- First female to become head coach of Brazil’s women’s team
- Former winger laced her boots in Brazil, Spain and Italy
- Takes coaching inspiration from Scolari, Tite, Guardiola and Mourinho.
Emily Lima started playing football at the age of 13 at Saad, one of the first clubs involved in women’s football in Brazil. The former winger’s career took her to Spain, Portugal and Italy before she was forced to hang up her boots when she was just 29 due to a knee injury.
She had never thought about becoming a coach, but her brother Weber’s insistence changed the course of her life.
“My plan had been to work in the administrative side of women’s football,” she explained. “But my brother kept saying I would make a good coach. He thought I should specialise more in the technical side of things. He made me consider it and in 2010 I started working as technical assistant and supervisor at Portuguesa in Sao Paulo. And in 2011 I became CA Juventus coach.”
The players have understood things very well and that motivates us to keep working hard every day.
Those were the first steps that led to her becoming the first ever female head coach of Brazil’s women’s national team. She was appointed in November 2016 aged just 36 and has since recorded five wins in as many games in charge.
“It’s all been very positive,” she said. “The players have understood things very well and that motivates us to keep working hard every day.”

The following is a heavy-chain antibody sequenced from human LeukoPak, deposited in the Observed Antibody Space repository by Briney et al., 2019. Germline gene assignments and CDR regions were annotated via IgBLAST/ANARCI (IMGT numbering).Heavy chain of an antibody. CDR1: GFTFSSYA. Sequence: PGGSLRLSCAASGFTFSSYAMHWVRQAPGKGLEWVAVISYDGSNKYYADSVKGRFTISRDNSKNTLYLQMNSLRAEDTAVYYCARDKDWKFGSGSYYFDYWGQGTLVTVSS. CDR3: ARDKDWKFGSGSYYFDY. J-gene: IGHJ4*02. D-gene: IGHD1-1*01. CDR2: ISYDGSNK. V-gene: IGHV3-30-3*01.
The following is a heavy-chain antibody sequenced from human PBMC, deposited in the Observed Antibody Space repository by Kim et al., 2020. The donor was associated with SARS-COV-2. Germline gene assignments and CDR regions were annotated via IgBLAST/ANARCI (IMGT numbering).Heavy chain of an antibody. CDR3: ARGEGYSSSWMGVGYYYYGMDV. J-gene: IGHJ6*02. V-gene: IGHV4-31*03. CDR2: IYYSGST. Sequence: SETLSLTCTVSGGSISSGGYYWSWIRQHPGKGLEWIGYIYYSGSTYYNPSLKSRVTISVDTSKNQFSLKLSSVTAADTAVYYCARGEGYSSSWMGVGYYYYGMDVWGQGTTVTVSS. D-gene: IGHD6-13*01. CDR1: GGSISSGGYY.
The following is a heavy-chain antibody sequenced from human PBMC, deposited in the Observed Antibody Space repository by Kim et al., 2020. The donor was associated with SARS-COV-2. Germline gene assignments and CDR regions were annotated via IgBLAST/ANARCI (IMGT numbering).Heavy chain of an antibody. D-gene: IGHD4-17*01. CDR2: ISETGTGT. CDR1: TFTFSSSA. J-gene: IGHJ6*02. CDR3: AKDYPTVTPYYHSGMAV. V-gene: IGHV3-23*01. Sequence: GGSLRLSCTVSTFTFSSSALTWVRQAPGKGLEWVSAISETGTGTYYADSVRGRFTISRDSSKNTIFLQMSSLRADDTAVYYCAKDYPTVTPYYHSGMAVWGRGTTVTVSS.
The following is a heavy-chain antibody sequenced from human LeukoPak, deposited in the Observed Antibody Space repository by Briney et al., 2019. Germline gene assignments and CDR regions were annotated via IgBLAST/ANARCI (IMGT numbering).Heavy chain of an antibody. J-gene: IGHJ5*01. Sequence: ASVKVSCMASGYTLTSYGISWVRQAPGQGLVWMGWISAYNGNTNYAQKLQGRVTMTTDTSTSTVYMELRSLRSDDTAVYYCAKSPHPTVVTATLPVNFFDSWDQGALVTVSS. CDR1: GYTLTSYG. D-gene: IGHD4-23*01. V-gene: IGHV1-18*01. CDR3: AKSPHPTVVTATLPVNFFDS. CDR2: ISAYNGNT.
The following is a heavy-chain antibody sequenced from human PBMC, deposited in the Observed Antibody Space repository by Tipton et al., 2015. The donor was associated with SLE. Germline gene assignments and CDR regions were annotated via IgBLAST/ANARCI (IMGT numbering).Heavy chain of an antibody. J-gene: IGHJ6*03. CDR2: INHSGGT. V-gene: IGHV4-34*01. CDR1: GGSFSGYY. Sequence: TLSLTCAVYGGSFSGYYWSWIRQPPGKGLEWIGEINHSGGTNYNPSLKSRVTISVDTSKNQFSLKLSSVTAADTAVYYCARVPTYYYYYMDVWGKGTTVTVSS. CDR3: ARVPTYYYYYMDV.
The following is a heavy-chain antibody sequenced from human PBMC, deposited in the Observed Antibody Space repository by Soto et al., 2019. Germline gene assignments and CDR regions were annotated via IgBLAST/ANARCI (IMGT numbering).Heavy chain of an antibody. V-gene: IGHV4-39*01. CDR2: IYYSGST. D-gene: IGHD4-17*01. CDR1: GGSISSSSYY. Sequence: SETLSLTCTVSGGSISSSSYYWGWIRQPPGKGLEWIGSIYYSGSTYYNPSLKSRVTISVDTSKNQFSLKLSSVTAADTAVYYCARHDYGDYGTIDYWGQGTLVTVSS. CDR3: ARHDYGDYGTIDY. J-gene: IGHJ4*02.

Excelente início! Com a vitória sobre a Bolívia, Emily Lima chegou a 4 triunfos seguidos no comando da #SeleçãoFeminina. Parabéns! pic.twitter.com/R6kxvuieHA
— CBF Futebol (@CBF_Futebol) April 11, 2017
Lima is also able to carry out her initial desire for administrative work through supervising Brazil’s national youth teams. “We’ve systemised the work we’re doing throughout the age groups. We’ve now got a universal playing style in order to make the transitions easier.”
Lima is aware that football changes quickly and is constantly learning from her role models: “I’ve liked Felipao [Luiz Felipe Scolari] ever since he was at Palmeiras – the way he dealt with his players and his training caught my eye. And I’ve been following Tite for a long time now. Internationally, I read about Guardiola and Mourinho a lot. What they’ve done is incredible.”
Indeed, Lima recognises that the changes in football have brought vast improvements: “I can see that everything is much easier for female players now. The majority of my team play their club football outside Brazil. And those that play in Brazil are the best athletes and are primarily at Corinthians or Santos, where they’ve got very good working conditions.”
Nevertheless, there is still plenty of work to do: “I want women’s football to change in this country, and for it to establish itself. Changes are already happening with CONMEBOL, CBF and FIFA, such as making it obligatory for men’s clubs to have a women’s team too. Those are good steps. We should all work together, joining forces with the clubs so that the national team can take another step forward.
“As women we have to prove every day that we can fulfil roles that have traditionally been held by men. It’s a cultural and social shift, but the barriers are starting to come down and we’re gradually gaining ground.”
Emily Lima’s CV
In Brazil: Saad Esporte Clube, Sao Paulo, Sao Bernardo, Barra de Teresopolis and Veranopolis.
In Spain: Estudiantes Huelva, Puebla de la Calzada, Prainsa Zaragoza y Unio Esportiva Lestartit
In Italy: Napoli Yamamay
International career: Brazil U-17, Portugal senior side
Juventus, Portuguesa, Brazil U-17, Brazil U-15, Sao Jose